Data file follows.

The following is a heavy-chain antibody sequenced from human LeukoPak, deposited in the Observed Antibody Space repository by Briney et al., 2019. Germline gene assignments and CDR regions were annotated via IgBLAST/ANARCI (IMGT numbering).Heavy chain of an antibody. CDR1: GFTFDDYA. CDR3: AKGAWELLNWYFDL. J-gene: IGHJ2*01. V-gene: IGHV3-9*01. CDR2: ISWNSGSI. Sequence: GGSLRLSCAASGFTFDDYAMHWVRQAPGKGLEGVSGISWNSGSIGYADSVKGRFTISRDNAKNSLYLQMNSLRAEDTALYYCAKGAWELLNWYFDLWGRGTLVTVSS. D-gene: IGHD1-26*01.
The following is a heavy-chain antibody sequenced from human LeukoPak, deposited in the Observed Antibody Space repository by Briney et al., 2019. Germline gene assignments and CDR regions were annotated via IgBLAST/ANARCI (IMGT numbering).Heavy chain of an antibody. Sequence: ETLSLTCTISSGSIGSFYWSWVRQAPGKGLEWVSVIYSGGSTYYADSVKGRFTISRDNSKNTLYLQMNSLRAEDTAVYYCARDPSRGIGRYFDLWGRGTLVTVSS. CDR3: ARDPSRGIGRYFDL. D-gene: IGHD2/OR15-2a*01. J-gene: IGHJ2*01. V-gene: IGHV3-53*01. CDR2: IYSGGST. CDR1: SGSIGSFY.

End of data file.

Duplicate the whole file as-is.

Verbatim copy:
The following is a heavy-chain antibody sequenced from human LeukoPak, deposited in the Observed Antibody Space repository by Briney et al., 2019. Germline gene assignments and CDR regions were annotated via IgBLAST/ANARCI (IMGT numbering).Heavy chain of an antibody. CDR1: GFTFDDYA. CDR3: AKGAWELLNWYFDL. J-gene: IGHJ2*01. V-gene: IGHV3-9*01. CDR2: ISWNSGSI. Sequence: GGSLRLSCAASGFTFDDYAMHWVRQAPGKGLEGVSGISWNSGSIGYADSVKGRFTISRDNAKNSLYLQMNSLRAEDTALYYCAKGAWELLNWYFDLWGRGTLVTVSS. D-gene: IGHD1-26*01.
The following is a heavy-chain antibody sequenced from human LeukoPak, deposited in the Observed Antibody Space repository by Briney et al., 2019. Germline gene assignments and CDR regions were annotated via IgBLAST/ANARCI (IMGT numbering).Heavy chain of an antibody. Sequence: ETLSLTCTISSGSIGSFYWSWVRQAPGKGLEWVSVIYSGGSTYYADSVKGRFTISRDNSKNTLYLQMNSLRAEDTAVYYCARDPSRGIGRYFDLWGRGTLVTVSS. CDR3: ARDPSRGIGRYFDL. D-gene: IGHD2/OR15-2a*01. J-gene: IGHJ2*01. V-gene: IGHV3-53*01. CDR2: IYSGGST. CDR1: SGSIGSFY.